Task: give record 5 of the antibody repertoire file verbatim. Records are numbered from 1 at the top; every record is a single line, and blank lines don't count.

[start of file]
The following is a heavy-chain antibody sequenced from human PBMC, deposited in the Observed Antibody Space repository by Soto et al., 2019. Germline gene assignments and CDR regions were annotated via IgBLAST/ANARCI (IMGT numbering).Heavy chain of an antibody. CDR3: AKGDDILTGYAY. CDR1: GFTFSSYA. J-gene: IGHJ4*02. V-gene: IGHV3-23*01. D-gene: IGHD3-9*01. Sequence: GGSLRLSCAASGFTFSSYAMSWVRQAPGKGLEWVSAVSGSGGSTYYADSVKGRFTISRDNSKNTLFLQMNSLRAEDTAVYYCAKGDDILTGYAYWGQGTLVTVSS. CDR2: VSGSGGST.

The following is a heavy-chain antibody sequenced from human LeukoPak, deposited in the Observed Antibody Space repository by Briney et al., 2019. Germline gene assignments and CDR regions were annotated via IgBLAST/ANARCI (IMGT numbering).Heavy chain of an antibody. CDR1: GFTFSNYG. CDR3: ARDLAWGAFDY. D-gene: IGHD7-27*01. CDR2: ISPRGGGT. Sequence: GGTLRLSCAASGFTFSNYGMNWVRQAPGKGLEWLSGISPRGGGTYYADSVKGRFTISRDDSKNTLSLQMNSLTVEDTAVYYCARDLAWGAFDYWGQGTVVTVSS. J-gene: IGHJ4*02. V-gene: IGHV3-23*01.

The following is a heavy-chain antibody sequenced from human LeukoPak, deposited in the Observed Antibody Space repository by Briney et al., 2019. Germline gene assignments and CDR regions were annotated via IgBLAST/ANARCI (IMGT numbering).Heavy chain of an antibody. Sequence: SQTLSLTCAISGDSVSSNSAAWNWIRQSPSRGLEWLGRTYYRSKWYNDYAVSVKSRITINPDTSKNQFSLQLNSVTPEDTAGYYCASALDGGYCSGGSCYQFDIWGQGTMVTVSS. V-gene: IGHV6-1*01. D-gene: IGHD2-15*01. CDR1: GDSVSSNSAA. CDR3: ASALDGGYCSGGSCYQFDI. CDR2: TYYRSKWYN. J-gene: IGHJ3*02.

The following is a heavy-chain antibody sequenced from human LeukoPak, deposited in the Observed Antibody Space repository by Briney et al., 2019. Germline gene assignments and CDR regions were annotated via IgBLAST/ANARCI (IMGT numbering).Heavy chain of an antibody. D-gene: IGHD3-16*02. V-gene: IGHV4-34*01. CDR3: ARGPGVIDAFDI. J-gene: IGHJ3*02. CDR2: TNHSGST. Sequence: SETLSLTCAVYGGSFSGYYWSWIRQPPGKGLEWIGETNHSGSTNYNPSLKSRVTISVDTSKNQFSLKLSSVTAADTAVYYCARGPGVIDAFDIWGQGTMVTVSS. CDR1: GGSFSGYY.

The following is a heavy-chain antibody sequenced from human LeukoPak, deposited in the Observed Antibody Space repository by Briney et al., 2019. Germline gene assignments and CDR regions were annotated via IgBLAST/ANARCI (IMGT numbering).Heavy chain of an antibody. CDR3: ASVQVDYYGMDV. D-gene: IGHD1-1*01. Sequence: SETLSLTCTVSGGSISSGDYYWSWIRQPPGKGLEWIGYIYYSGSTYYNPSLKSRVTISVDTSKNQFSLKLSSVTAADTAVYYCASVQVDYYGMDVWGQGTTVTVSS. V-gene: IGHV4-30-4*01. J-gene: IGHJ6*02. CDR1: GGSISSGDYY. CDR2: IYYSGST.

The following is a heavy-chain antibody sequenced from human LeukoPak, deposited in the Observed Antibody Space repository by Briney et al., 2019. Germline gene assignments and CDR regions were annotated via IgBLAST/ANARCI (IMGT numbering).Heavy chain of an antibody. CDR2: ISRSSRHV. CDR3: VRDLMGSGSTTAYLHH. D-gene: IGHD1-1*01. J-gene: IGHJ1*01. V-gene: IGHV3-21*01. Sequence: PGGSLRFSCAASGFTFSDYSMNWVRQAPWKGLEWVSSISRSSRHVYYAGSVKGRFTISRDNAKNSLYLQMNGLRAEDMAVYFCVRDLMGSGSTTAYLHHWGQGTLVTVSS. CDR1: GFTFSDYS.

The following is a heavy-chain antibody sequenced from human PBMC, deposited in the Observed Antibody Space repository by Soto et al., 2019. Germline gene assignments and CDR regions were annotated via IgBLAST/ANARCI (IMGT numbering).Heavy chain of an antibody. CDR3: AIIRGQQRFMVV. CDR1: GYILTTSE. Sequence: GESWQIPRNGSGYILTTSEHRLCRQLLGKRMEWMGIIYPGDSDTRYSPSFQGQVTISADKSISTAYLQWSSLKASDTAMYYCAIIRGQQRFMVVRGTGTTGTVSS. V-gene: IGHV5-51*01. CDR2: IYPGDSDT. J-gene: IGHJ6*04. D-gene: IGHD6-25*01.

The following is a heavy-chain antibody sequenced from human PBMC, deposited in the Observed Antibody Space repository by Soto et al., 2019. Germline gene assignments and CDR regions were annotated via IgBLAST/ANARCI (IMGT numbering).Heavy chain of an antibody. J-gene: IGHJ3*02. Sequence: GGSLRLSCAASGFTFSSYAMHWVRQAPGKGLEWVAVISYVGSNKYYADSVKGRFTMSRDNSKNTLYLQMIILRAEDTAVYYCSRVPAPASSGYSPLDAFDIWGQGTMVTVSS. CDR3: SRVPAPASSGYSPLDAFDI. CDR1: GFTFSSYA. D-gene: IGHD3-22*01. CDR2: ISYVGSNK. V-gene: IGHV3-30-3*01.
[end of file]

The following is a heavy-chain antibody sequenced from human LeukoPak, deposited in the Observed Antibody Space repository by Briney et al., 2019. Germline gene assignments and CDR regions were annotated via IgBLAST/ANARCI (IMGT numbering).Heavy chain of an antibody. CDR3: ASVQVDYYGMDV. D-gene: IGHD1-1*01. Sequence: SETLSLTCTVSGGSISSGDYYWSWIRQPPGKGLEWIGYIYYSGSTYYNPSLKSRVTISVDTSKNQFSLKLSSVTAADTAVYYCASVQVDYYGMDVWGQGTTVTVSS. V-gene: IGHV4-30-4*01. J-gene: IGHJ6*02. CDR1: GGSISSGDYY. CDR2: IYYSGST.